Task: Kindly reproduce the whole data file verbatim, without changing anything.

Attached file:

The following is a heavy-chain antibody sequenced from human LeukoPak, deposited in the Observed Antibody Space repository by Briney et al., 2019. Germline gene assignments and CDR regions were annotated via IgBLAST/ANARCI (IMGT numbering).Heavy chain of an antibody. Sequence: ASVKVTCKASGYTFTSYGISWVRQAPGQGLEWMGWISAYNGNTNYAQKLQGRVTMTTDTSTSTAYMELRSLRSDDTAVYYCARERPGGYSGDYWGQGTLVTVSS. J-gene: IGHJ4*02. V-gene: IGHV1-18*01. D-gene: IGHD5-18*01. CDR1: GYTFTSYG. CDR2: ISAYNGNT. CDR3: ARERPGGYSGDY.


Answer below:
The following is a heavy-chain antibody sequenced from human LeukoPak, deposited in the Observed Antibody Space repository by Briney et al., 2019. Germline gene assignments and CDR regions were annotated via IgBLAST/ANARCI (IMGT numbering).Heavy chain of an antibody. Sequence: ASVKVTCKASGYTFTSYGISWVRQAPGQGLEWMGWISAYNGNTNYAQKLQGRVTMTTDTSTSTAYMELRSLRSDDTAVYYCARERPGGYSGDYWGQGTLVTVSS. J-gene: IGHJ4*02. V-gene: IGHV1-18*01. D-gene: IGHD5-18*01. CDR1: GYTFTSYG. CDR2: ISAYNGNT. CDR3: ARERPGGYSGDY.